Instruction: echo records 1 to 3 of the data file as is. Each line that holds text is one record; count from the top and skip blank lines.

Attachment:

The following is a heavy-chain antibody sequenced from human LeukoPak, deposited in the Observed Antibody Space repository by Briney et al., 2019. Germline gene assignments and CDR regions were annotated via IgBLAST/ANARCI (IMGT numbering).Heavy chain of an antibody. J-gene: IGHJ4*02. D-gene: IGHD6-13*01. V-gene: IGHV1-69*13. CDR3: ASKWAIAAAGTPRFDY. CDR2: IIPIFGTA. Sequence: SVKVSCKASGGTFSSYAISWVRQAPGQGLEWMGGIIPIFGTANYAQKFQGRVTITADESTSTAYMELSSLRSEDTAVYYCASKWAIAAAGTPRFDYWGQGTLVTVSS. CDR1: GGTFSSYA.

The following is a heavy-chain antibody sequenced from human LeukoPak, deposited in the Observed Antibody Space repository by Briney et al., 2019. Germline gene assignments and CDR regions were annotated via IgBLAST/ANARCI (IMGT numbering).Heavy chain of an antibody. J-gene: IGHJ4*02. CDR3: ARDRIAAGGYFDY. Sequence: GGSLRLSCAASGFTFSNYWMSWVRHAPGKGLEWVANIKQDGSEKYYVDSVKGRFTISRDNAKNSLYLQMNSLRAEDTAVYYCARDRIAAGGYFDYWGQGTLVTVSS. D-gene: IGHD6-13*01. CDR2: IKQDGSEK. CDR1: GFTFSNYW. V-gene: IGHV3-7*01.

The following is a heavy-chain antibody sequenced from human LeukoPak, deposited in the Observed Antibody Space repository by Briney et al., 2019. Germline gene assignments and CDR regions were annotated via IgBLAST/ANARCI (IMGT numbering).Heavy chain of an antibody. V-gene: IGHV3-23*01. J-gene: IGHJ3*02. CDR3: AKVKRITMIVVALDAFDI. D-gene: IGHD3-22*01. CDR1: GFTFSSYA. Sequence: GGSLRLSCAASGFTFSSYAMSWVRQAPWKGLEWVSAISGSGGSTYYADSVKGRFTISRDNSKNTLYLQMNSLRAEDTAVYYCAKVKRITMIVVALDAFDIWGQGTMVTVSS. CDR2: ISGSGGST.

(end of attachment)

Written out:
The following is a heavy-chain antibody sequenced from human LeukoPak, deposited in the Observed Antibody Space repository by Briney et al., 2019. Germline gene assignments and CDR regions were annotated via IgBLAST/ANARCI (IMGT numbering).Heavy chain of an antibody. J-gene: IGHJ4*02. D-gene: IGHD6-13*01. V-gene: IGHV1-69*13. CDR3: ASKWAIAAAGTPRFDY. CDR2: IIPIFGTA. Sequence: SVKVSCKASGGTFSSYAISWVRQAPGQGLEWMGGIIPIFGTANYAQKFQGRVTITADESTSTAYMELSSLRSEDTAVYYCASKWAIAAAGTPRFDYWGQGTLVTVSS. CDR1: GGTFSSYA.

The following is a heavy-chain antibody sequenced from human LeukoPak, deposited in the Observed Antibody Space repository by Briney et al., 2019. Germline gene assignments and CDR regions were annotated via IgBLAST/ANARCI (IMGT numbering).Heavy chain of an antibody. J-gene: IGHJ4*02. CDR3: ARDRIAAGGYFDY. Sequence: GGSLRLSCAASGFTFSNYWMSWVRHAPGKGLEWVANIKQDGSEKYYVDSVKGRFTISRDNAKNSLYLQMNSLRAEDTAVYYCARDRIAAGGYFDYWGQGTLVTVSS. D-gene: IGHD6-13*01. CDR2: IKQDGSEK. CDR1: GFTFSNYW. V-gene: IGHV3-7*01.

The following is a heavy-chain antibody sequenced from human LeukoPak, deposited in the Observed Antibody Space repository by Briney et al., 2019. Germline gene assignments and CDR regions were annotated via IgBLAST/ANARCI (IMGT numbering).Heavy chain of an antibody. V-gene: IGHV3-23*01. J-gene: IGHJ3*02. CDR3: AKVKRITMIVVALDAFDI. D-gene: IGHD3-22*01. CDR1: GFTFSSYA. Sequence: GGSLRLSCAASGFTFSSYAMSWVRQAPWKGLEWVSAISGSGGSTYYADSVKGRFTISRDNSKNTLYLQMNSLRAEDTAVYYCAKVKRITMIVVALDAFDIWGQGTMVTVSS. CDR2: ISGSGGST.